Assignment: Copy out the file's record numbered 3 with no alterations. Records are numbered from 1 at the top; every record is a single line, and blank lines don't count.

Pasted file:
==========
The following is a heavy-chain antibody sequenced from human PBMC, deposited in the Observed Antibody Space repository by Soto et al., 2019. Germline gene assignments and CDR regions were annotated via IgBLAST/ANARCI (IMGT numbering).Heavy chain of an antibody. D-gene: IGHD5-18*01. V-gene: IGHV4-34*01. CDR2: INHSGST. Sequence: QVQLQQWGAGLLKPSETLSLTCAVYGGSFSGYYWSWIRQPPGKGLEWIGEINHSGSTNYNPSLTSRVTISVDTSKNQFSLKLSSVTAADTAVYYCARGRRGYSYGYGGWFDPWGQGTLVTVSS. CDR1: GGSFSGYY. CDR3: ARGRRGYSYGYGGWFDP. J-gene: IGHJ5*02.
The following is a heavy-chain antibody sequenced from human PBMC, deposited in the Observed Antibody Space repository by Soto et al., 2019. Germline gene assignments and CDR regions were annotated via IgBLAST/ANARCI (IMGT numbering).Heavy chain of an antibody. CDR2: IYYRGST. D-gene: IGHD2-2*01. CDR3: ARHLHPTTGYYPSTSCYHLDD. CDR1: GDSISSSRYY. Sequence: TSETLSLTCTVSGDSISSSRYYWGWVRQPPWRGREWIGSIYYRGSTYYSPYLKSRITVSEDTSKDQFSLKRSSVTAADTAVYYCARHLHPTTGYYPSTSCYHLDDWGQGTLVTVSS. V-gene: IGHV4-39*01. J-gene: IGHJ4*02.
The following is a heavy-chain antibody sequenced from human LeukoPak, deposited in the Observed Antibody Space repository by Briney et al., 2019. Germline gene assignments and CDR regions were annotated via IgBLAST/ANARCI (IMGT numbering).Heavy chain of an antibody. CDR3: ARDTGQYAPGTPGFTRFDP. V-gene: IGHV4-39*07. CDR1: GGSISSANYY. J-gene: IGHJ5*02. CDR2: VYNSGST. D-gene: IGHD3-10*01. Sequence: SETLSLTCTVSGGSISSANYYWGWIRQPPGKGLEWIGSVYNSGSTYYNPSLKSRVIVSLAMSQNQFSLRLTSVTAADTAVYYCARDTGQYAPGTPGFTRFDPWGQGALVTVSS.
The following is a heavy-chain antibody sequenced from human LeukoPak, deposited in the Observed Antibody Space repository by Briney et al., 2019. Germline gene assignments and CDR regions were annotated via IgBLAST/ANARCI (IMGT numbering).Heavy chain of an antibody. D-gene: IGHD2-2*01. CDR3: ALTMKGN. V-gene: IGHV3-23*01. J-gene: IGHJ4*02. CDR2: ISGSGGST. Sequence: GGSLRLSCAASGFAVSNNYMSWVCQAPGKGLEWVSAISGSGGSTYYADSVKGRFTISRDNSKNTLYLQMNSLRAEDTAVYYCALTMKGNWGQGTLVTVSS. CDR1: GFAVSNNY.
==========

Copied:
The following is a heavy-chain antibody sequenced from human LeukoPak, deposited in the Observed Antibody Space repository by Briney et al., 2019. Germline gene assignments and CDR regions were annotated via IgBLAST/ANARCI (IMGT numbering).Heavy chain of an antibody. CDR3: ARDTGQYAPGTPGFTRFDP. V-gene: IGHV4-39*07. CDR1: GGSISSANYY. J-gene: IGHJ5*02. CDR2: VYNSGST. D-gene: IGHD3-10*01. Sequence: SETLSLTCTVSGGSISSANYYWGWIRQPPGKGLEWIGSVYNSGSTYYNPSLKSRVIVSLAMSQNQFSLRLTSVTAADTAVYYCARDTGQYAPGTPGFTRFDPWGQGALVTVSS.